Game of Dragons has managed to secure Steam Greenlight status in just ten days — there aren’t many games that can claim this accolade. The game aims to deliver a strategic card game driven by a deep fantasy RPG experience with a hint of board game design for good measure (we love board games around here, so consider us intrigued!).
The premise of the game is that players will build their decks prior to exploring a vast world. Here they will take on quests and battle monsters using a party of heroes.
The game is still in its early stages of development, and the developers have taken to the crowdfunding website Kickstarter to help get the project the momentum and funds it needs to launch.
Just how different is Game of Dragons to the usual RPG/CCG mash-ups? Read on to find out…
First of all Game of Dragons has nothing to do with the incredibly popular Game of Thrones by George R.R. Martin. Despite the game sharing a similar title and its usage of dragons, there are no other similarities!
The first thing you’ll notice from all of the released media for the title is that it is still in a very early development phase. However, there is much to be excited about from what we can see. The RPG element of the game has some unique features that incorporate the usage of the card system in a very innovative fashion.
Instead of free movement or die rolls, you use your cards to move around the world. The current layout is over hex tiles and your chosen cards give you a set number of moves over the terrain. I’m hoping that the map is cleaned up a lot more and the transitions between tiles are made smoother, as this new mechanic deserves something special.
RPGs have a tendency to have a long story arch that translates to many hours of intense and well-composed gameplay. When you set the story in a fantasy world, then you can truly let your imagination run wild. The developers, 14Dimension, are based in South Korea, so there is bound to be plenty of creative Asian-styled thinking behind the quests, characters, and monsters you’ll encounter.
Five characters have already been confirmed for Game of Dragons and I’m sure we’ll see more as the development continues. Play as a Mage, Ranger, or even as Feiah the Dragon Tamer. Each class comes complete with their own deck of cards and abilities. As you level your character and explore the world of Zeta, you will unlock new cards and find new characters who may join your party of adventurers.
The combat system will look familiar to hardened fans of RPGs. Your hero/heroes stand on one side of the screen with the enemies on the opposite side. The combat, at this stage, is fully automated with no input from the player. Your heroes will conduct a basic attack at regular intervals. However, you can influence the combat by playing cards from your hand.
We’ve been promised over 200 individual and unique developer-designed cards at launch. This number pales in comparison to the sheer number that we’ll see in the game thanks to the unique card crafting system. You can essentially design your own cards, including title, artwork, and even effects from lists of approved abilities. I cannot stress enough how excited I am at exploring this feature in-depth!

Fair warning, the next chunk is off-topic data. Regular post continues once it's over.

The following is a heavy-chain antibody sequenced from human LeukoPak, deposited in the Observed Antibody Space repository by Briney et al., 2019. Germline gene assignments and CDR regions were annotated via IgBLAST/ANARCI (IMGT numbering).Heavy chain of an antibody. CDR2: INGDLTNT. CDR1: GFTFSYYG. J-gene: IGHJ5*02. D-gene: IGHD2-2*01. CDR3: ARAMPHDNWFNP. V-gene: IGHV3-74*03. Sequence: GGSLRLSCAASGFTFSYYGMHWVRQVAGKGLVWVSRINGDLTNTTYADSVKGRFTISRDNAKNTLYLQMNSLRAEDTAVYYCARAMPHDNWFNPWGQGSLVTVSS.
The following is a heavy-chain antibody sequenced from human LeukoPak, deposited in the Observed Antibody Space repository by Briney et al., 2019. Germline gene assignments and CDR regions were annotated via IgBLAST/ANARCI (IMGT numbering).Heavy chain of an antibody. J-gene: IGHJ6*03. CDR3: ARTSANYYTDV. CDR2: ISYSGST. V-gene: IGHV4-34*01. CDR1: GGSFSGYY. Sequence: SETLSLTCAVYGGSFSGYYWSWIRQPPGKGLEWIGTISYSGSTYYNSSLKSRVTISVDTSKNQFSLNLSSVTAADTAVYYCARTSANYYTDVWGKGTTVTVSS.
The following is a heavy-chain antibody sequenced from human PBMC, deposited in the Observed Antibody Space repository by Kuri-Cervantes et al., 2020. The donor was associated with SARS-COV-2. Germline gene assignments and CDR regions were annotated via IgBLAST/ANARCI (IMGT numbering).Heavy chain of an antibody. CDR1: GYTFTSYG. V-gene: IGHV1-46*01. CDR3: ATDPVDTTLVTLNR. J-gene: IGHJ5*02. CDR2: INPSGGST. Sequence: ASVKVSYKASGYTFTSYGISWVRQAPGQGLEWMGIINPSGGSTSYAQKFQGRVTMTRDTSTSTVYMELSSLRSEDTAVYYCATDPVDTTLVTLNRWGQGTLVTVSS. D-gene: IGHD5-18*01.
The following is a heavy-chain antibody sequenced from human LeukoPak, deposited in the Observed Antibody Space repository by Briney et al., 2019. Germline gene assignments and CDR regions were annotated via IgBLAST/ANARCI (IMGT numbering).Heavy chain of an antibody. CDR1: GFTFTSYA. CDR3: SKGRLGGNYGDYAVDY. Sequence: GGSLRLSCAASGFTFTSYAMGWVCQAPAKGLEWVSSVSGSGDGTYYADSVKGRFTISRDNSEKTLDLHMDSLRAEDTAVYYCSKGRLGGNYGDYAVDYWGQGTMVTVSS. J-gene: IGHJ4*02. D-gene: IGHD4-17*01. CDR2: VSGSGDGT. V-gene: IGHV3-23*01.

So far what we know about Game of Dragons is that it will contain a deep RPG element. Story-driven missions in a dungeon-style system with final bosses at the end of each mission is what we can look forward to in the game.
Completing quests and missions can change as you play through the use of Skill cards. These cards can be used by individual heroes or by the entire party. These changes can drastically change the gameplay and add a whole new level of excitement to the game. This feature also makes the game sound a lot less linear than other RPGs.
The basic gameplay follows a turn-based system where you take a turn to decide which cards to use for movement. Battles are fought in real-time but casting times are set in a turn-based fashion as per games like Final Fantasy. You can arrange your characters before the battle in a 3×3 grid which will have some influence on their damage given and received.
The game will initially launch on PC, iOS, and Android platforms in three languages: English, Korean, and Japanese. There are stretch goals for the Kickstarter to add many more languages and next-gen consoles so that the game can reach a much larger audience. Online multiplayer is also a stretch goal, and it would be great to see how this feature would work in this style of game but of course we hope that it will be balanced.
The artwork looks very impressive so far and I’m hoping that this standard is maintained throughout. Graphically the demo build we see in the released media for the game is very rough around the edges. However, this is to be expected at this stage of the game, and from what we can see plenty of effort is being put into the special effects and cards. So it’s doubtful that the map and character models will remain the same as they are currently.
Game of Dragons is shaping up to be a fascinating game. Its blend of the traditional TCG/CCG and RPG elements with an entirely new usage of the card mechanics for movement are going to make it stand out from the crowd.
There isn’t much in the way of media released except some concept art and a very early, very basic gameplay showcase. However, from what we can see, it does look like an interesting mash-up of genres. We can only hope that more information is released quickly to entice people to back it on Kickstarter so that it can receive the full funding it needs.
Game of Dragons is likely to appeal to the mid-hardcore RPG gaming crowd. There is plenty here for TCG/CCG fans too, especially the card creation feature, which is going to appeal to those of us who have wanted to create their own cards for the games we love.
For more information on Game of Dragons, check out the Kickstarter here.